Macy’s Catalog, We Hardly Knew Ye

The venerable Macy’s department store has been around since 1858. But the Macy’s print catalog won’t be able to boast of such longevity. Three years after the book’s long-awaited launch, the Federated Direct division of Cincinnati-based Federated Department Stores announced that the last Macy’s catalog would mail this month.

That’s not the only downsizing by New York-based Federated Direct. Its Website is being converted to a promotional vehicle for the Bloomingdale’s by Mail catalog and the Bloomingdale’s stores. Customers will only be able to print out electronic order forms for the Bloomingdale’s by Mail catalog rather than ordering directly on the site. It will continue to maintain the online bridal registry, however, in partnership with

And while the site will retain its e-commerce capabilities, its merchandise mix is changing. The site will no longer sell petite, plus-size, career, and swim apparel. On the other hand, it is expanding its selections in its more successful online categories such as bridal, home, gifts, and jewelry.“The Macy’s by Mail catalog was renamed earlier this year [to] to become more of a marketing vehicle for the Macy’s Website,” says Federated Department Stores spokesperson Carol Sanger. “This is just a progression of what had begun a year ago.”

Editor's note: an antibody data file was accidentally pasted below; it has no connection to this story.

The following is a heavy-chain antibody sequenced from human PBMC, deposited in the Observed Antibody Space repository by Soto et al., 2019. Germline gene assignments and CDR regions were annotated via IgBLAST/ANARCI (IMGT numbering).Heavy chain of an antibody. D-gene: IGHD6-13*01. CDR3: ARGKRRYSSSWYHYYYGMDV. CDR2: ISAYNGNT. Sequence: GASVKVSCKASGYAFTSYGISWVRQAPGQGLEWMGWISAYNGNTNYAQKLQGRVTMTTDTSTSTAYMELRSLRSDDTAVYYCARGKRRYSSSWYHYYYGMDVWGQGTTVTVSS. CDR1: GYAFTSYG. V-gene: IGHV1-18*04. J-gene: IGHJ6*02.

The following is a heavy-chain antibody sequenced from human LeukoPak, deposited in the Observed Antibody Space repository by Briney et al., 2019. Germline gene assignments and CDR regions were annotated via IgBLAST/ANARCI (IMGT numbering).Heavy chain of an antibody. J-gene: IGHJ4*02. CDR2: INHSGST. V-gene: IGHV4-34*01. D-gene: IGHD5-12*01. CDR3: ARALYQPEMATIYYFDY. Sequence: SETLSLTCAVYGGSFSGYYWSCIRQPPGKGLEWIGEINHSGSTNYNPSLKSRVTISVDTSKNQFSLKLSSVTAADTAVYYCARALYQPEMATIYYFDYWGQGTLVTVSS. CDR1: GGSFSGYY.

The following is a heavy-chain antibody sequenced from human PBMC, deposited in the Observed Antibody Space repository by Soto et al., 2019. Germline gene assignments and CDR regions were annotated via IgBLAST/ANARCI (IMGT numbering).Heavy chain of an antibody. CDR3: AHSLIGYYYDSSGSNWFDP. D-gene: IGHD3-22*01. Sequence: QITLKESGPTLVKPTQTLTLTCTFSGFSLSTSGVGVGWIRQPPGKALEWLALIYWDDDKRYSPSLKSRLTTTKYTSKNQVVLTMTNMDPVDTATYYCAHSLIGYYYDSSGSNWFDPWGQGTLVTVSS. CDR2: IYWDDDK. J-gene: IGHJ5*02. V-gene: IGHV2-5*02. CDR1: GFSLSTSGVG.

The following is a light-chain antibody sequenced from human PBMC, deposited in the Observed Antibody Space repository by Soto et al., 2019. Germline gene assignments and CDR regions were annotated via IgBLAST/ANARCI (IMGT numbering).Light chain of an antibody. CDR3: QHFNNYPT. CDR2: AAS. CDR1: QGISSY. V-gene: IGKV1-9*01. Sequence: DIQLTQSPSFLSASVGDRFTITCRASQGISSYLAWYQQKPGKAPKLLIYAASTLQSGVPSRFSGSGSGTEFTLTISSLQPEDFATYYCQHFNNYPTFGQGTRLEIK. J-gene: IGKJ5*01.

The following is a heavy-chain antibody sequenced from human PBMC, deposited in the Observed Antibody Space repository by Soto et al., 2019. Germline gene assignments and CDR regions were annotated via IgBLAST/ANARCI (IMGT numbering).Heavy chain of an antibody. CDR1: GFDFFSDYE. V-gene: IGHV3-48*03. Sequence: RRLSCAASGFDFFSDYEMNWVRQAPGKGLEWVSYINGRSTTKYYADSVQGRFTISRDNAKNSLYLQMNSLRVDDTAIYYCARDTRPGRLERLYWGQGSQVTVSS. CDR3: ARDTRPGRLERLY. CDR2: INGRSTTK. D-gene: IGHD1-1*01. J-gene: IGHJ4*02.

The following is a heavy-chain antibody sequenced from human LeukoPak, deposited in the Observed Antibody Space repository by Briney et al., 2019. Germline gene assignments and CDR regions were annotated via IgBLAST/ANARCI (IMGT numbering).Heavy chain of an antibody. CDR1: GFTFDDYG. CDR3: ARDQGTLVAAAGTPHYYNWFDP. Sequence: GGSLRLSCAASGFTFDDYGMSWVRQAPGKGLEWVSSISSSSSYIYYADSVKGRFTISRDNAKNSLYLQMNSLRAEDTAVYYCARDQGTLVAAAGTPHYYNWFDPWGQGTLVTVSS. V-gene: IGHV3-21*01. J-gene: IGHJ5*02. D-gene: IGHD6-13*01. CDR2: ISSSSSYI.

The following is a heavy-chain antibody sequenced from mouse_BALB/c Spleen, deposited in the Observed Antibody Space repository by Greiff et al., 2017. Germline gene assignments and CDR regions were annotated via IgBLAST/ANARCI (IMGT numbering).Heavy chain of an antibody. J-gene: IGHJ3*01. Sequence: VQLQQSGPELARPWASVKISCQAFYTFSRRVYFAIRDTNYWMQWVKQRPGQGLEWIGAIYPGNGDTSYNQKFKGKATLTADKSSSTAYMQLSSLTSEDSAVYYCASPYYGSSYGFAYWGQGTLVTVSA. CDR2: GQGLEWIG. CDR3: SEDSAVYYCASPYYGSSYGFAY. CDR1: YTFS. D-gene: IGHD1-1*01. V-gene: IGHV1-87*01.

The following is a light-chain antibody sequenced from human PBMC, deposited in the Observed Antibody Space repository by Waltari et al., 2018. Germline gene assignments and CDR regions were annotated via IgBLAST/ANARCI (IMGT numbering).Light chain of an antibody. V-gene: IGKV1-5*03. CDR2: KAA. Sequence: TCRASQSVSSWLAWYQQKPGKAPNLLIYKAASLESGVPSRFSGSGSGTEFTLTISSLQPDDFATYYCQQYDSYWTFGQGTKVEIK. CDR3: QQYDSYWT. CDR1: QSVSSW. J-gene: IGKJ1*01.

What’s more, Sanger says, the Macy’s Website has been stronger than the Bloomingdale’s site. (Macy’s site was launched in 1996, a year before the Bloomie’s site — though neither Website was commerce-enabled until 1998.) “Macy’s was the first of the two to go online selling merchandise,” she says, “and from the outset it has received more investment than has The payoff is that Macy’s is the bigger of the sites in terms of sales volume and has the most potential.”

The changes will result in the loss of 100 technical support, programming, merchandising, and administrative jobs. Federated will also take a one-time charge of $50 million-$60 million in the fourth quarter of fiscal 2001. Federated Direct chairman Jeffrey Sherman said in a statement that the move will reduce the expected loss and the amount of capital expenditures required for the direct businesses, keeping them on track to break even in 2003.

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